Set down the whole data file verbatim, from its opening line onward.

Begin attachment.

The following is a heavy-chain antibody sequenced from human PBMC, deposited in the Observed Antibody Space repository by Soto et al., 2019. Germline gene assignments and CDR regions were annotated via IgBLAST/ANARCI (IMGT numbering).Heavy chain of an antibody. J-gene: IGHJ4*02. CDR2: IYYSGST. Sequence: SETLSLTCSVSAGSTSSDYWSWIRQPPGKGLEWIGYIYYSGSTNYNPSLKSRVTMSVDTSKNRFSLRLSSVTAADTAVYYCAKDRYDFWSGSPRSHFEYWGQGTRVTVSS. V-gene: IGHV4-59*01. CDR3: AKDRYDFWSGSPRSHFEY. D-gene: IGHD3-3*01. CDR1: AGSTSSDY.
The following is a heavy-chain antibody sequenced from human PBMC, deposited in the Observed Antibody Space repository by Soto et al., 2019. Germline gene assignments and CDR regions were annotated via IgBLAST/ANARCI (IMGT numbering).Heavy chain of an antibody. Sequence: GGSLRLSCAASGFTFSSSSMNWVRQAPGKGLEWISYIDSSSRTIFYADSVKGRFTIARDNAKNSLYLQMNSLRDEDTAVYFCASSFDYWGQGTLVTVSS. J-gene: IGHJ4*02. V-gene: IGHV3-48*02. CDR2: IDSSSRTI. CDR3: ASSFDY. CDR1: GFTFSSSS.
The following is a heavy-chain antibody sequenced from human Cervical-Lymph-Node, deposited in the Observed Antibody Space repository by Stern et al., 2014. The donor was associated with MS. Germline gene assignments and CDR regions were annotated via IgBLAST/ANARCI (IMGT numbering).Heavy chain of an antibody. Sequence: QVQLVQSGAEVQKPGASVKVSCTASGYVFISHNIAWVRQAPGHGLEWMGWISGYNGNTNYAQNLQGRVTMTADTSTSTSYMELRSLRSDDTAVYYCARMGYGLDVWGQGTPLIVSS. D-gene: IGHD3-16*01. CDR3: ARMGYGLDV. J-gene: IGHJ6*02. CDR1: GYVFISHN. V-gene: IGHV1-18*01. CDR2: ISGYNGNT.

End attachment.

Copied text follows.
The following is a heavy-chain antibody sequenced from human PBMC, deposited in the Observed Antibody Space repository by Soto et al., 2019. Germline gene assignments and CDR regions were annotated via IgBLAST/ANARCI (IMGT numbering).Heavy chain of an antibody. J-gene: IGHJ4*02. CDR2: IYYSGST. Sequence: SETLSLTCSVSAGSTSSDYWSWIRQPPGKGLEWIGYIYYSGSTNYNPSLKSRVTMSVDTSKNRFSLRLSSVTAADTAVYYCAKDRYDFWSGSPRSHFEYWGQGTRVTVSS. V-gene: IGHV4-59*01. CDR3: AKDRYDFWSGSPRSHFEY. D-gene: IGHD3-3*01. CDR1: AGSTSSDY.
The following is a heavy-chain antibody sequenced from human PBMC, deposited in the Observed Antibody Space repository by Soto et al., 2019. Germline gene assignments and CDR regions were annotated via IgBLAST/ANARCI (IMGT numbering).Heavy chain of an antibody. Sequence: GGSLRLSCAASGFTFSSSSMNWVRQAPGKGLEWISYIDSSSRTIFYADSVKGRFTIARDNAKNSLYLQMNSLRDEDTAVYFCASSFDYWGQGTLVTVSS. J-gene: IGHJ4*02. V-gene: IGHV3-48*02. CDR2: IDSSSRTI. CDR3: ASSFDY. CDR1: GFTFSSSS.
The following is a heavy-chain antibody sequenced from human Cervical-Lymph-Node, deposited in the Observed Antibody Space repository by Stern et al., 2014. The donor was associated with MS. Germline gene assignments and CDR regions were annotated via IgBLAST/ANARCI (IMGT numbering).Heavy chain of an antibody. Sequence: QVQLVQSGAEVQKPGASVKVSCTASGYVFISHNIAWVRQAPGHGLEWMGWISGYNGNTNYAQNLQGRVTMTADTSTSTSYMELRSLRSDDTAVYYCARMGYGLDVWGQGTPLIVSS. D-gene: IGHD3-16*01. CDR3: ARMGYGLDV. J-gene: IGHJ6*02. CDR1: GYVFISHN. V-gene: IGHV1-18*01. CDR2: ISGYNGNT.